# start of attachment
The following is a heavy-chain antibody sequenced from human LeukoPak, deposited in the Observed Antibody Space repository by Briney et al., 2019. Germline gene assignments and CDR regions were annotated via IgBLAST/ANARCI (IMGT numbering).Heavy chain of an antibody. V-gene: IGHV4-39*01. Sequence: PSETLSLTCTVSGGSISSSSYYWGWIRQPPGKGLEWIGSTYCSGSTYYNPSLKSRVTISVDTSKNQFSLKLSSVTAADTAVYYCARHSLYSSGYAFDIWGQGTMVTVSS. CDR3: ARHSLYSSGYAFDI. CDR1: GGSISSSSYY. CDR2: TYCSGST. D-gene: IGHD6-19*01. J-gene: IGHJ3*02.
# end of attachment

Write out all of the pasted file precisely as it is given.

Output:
The following is a heavy-chain antibody sequenced from human LeukoPak, deposited in the Observed Antibody Space repository by Briney et al., 2019. Germline gene assignments and CDR regions were annotated via IgBLAST/ANARCI (IMGT numbering).Heavy chain of an antibody. V-gene: IGHV4-39*01. Sequence: PSETLSLTCTVSGGSISSSSYYWGWIRQPPGKGLEWIGSTYCSGSTYYNPSLKSRVTISVDTSKNQFSLKLSSVTAADTAVYYCARHSLYSSGYAFDIWGQGTMVTVSS. CDR3: ARHSLYSSGYAFDI. CDR1: GGSISSSSYY. CDR2: TYCSGST. D-gene: IGHD6-19*01. J-gene: IGHJ3*02.